The  moment was extraordinary not just for the event itself, Franks said, but also because the same Constitution that says Schwimmer was a threat as a pacifist is held up to paint protestors who aim to take up arms against their own government as patriots.

“We know this is not just some fleeting sentiment on the part of some members of the public, but a sentiment that comes from some of the highest political offices in our country now,” she said.

What does that mean for those who want to be faithful to the Constitution, but decry the events of Jan. 6? 

“Transcendence and sacred scriptures give us the notion that this isn’t about who we are or what we want, but it’s about some higher power, a higher power that cannot be questioned once we have invoked it,” Franks said.

Instead of taking that posture, she suggested listeners take a critical look at their own actions and ask themselves if they are attempting to make an exception for themselves or a group with which they identify.

She recalled the words of late Congressman John Lewis who said, “Democracy is not a state. It is an act, and each generation must do its part to help build what we called the beloved community, a nation and world at peace with itself.”

The Constitution is not divine, fixed or infallible, but a flawed document written by flawed people that excludes groups of people who are not white, wealthy and male, Franks said.

“But better men and women have since changed it, they have improved it, they have fought for it,” Franks said. “On Constitution Day, and every day, these are the people we can honor and emulate. These are the people who advocate for the vulnerable, the sick, the excluded and exploited. They are the ones risking their reputations, safety and lives to hold people in power accountable.”   

The Rocco J. Tresolini Lectureship in Law was established in 1978, in memory of one of Lehigh’s most distinguished teachers and scholars, Rocco Tresolini (1920-1967), who served as professor and chair of the Department of Government.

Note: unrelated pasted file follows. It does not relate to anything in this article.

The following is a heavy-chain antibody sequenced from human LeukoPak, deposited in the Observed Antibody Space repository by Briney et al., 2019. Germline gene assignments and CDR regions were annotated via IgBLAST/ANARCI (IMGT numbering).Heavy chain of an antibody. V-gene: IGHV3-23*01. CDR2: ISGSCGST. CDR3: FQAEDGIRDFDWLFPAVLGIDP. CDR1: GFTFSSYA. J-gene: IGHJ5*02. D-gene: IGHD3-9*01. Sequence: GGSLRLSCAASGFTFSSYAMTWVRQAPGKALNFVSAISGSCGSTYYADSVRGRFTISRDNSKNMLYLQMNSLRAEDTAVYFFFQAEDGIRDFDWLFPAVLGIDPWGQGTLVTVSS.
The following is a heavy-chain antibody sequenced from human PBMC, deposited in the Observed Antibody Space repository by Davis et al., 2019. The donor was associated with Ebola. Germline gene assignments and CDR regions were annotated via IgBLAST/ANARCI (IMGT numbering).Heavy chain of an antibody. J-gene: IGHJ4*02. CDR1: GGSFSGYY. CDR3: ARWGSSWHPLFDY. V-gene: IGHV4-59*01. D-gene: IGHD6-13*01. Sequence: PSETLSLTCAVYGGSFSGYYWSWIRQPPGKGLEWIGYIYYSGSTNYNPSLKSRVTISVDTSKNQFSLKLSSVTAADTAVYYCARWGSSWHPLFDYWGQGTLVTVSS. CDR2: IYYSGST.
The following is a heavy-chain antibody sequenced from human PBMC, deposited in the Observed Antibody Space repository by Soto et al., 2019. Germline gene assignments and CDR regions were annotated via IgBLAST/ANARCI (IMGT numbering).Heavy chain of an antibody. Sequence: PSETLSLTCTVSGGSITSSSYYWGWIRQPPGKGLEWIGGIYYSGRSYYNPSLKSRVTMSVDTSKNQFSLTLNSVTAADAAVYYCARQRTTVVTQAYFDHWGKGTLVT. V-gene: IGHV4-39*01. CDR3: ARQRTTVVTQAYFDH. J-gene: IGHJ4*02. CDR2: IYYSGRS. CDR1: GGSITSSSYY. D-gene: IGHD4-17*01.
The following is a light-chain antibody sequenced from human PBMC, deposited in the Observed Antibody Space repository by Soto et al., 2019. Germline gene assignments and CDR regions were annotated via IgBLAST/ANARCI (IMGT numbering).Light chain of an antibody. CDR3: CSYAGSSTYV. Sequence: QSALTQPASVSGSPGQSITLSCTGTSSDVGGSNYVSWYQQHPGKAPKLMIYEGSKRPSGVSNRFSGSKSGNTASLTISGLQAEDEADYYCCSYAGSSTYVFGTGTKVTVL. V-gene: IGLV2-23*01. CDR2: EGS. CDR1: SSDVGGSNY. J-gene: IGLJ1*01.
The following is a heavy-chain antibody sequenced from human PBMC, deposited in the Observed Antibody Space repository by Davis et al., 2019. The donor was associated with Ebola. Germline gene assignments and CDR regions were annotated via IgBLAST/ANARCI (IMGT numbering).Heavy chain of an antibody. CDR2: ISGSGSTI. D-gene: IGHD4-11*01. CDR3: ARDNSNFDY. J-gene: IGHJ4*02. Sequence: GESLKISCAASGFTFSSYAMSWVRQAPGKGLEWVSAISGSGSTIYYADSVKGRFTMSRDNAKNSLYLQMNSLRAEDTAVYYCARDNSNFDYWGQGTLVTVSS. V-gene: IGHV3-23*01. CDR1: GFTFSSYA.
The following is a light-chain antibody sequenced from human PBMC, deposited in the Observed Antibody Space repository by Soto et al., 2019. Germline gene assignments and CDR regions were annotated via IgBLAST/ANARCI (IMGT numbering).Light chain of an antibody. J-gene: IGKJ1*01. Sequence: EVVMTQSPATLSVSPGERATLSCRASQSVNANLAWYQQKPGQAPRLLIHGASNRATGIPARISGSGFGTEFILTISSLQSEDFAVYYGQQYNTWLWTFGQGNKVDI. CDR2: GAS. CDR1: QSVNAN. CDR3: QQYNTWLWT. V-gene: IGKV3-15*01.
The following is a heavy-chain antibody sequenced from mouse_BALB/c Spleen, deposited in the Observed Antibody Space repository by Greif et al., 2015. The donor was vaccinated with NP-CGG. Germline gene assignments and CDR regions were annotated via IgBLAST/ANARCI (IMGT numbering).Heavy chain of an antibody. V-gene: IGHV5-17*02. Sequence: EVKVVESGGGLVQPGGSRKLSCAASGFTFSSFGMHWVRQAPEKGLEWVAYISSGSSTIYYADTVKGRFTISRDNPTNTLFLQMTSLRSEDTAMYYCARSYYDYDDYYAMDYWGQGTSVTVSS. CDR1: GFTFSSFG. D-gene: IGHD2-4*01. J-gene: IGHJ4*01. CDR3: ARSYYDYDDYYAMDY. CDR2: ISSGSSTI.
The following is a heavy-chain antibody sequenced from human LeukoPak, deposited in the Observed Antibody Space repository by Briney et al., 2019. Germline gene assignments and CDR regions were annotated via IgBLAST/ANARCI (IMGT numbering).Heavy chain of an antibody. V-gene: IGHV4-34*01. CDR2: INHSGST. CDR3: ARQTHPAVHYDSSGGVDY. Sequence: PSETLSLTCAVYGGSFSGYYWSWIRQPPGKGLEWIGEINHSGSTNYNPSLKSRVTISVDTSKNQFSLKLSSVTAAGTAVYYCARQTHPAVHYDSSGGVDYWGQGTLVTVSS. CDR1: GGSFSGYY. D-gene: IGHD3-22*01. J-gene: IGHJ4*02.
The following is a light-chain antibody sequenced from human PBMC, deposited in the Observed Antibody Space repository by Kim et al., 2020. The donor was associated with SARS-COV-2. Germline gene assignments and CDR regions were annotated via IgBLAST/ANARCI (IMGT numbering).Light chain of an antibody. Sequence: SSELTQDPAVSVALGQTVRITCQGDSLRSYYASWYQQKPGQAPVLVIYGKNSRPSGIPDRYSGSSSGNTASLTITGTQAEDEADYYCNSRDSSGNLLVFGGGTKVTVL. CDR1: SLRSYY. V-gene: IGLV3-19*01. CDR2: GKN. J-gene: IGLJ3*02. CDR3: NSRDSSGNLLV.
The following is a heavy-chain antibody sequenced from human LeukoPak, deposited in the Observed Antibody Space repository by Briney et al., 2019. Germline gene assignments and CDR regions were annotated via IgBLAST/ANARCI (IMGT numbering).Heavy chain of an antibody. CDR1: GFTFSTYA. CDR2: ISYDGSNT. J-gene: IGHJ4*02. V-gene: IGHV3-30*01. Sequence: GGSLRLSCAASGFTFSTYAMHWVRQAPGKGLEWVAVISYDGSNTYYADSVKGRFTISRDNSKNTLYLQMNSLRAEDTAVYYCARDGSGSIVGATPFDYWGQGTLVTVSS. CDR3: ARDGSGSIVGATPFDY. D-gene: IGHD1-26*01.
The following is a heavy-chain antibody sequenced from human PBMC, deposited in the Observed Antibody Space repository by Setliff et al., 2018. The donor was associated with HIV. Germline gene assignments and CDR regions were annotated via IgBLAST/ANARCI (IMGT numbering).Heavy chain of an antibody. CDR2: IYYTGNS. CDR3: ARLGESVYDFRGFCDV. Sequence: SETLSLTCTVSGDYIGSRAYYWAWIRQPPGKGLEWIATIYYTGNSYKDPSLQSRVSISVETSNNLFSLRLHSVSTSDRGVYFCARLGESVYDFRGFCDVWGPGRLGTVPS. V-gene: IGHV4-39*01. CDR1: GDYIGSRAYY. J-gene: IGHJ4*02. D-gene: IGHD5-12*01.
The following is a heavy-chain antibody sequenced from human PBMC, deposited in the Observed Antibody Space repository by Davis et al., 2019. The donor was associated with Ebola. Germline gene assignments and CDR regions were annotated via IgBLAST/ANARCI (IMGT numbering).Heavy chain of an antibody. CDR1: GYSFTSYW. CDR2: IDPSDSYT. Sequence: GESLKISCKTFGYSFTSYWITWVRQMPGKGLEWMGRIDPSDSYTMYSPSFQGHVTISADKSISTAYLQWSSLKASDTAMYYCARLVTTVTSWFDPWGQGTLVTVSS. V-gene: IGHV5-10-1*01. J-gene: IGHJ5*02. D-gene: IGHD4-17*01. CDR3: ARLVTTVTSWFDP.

Franks is the latest in a long line of luminaries to deliver the Tresolini Lecture, including journalist Carl Bernstein, public intellectual Cornel West, former U.S. Attorney General Janet Reno, the late U.S. Supreme Court Justice Antonin Scalia, former Watergate-era White House Counsel John Dean, Bush v. Gore attorney David Boies, and Innocence Project founder Barry Scheck.

Franks wrote the award-winning book, The Cult of the Constitution: Our Deadly Devotion to Guns and Free Speech. Last year, she was awarded a grant from the Knight Foundation for research on her second book, Fearless Speech, expected to be released in 2022.

Her work has appeared in the Harvard Law Review, the California Law Review and UCLA Law Review. She also authored numerous articles for publications like the New York Times, The Atlantic, The Washington Post and Newsweek.

Franks holds a J.D. from Harvard Law School as well as a doctorate and a master’s degree from Oxford University, where she studied as a Rhodes Scholar. She previously taught at the University of Chicago Law School as a Bigelow Fellow and Lecturer in Law, and at Harvard University as a lecturer in social studies and philosophy.

She teaches classes on criminal law, criminal procedure, First Amendment law, Second Amendment law, family law and technology.

Franks is also an Affiliated Faculty member of the University of Miami Department of Philosophy and an Affiliate Fellow of the Yale Law School Information Society Project. 

 

Story by

Christina Tatu